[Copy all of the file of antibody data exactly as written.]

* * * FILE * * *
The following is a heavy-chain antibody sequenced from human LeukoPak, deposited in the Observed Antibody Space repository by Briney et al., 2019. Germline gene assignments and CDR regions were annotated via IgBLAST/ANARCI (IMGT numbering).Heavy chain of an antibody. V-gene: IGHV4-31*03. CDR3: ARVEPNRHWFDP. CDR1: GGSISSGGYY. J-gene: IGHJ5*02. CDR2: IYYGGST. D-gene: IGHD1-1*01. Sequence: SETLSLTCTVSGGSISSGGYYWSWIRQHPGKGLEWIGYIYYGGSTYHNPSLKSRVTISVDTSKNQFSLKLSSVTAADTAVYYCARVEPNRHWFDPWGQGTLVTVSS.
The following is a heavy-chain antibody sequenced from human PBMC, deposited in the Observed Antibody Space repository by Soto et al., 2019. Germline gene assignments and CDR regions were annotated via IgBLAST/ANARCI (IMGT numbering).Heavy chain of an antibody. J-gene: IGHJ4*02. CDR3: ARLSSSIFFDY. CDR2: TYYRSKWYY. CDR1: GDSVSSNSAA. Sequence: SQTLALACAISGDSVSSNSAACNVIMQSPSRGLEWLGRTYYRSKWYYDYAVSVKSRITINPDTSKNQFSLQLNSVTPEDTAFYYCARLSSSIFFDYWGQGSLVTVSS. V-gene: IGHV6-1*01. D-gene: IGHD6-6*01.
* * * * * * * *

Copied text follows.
The following is a heavy-chain antibody sequenced from human LeukoPak, deposited in the Observed Antibody Space repository by Briney et al., 2019. Germline gene assignments and CDR regions were annotated via IgBLAST/ANARCI (IMGT numbering).Heavy chain of an antibody. V-gene: IGHV4-31*03. CDR3: ARVEPNRHWFDP. CDR1: GGSISSGGYY. J-gene: IGHJ5*02. CDR2: IYYGGST. D-gene: IGHD1-1*01. Sequence: SETLSLTCTVSGGSISSGGYYWSWIRQHPGKGLEWIGYIYYGGSTYHNPSLKSRVTISVDTSKNQFSLKLSSVTAADTAVYYCARVEPNRHWFDPWGQGTLVTVSS.
The following is a heavy-chain antibody sequenced from human PBMC, deposited in the Observed Antibody Space repository by Soto et al., 2019. Germline gene assignments and CDR regions were annotated via IgBLAST/ANARCI (IMGT numbering).Heavy chain of an antibody. J-gene: IGHJ4*02. CDR3: ARLSSSIFFDY. CDR2: TYYRSKWYY. CDR1: GDSVSSNSAA. Sequence: SQTLALACAISGDSVSSNSAACNVIMQSPSRGLEWLGRTYYRSKWYYDYAVSVKSRITINPDTSKNQFSLQLNSVTPEDTAFYYCARLSSSIFFDYWGQGSLVTVSS. V-gene: IGHV6-1*01. D-gene: IGHD6-6*01.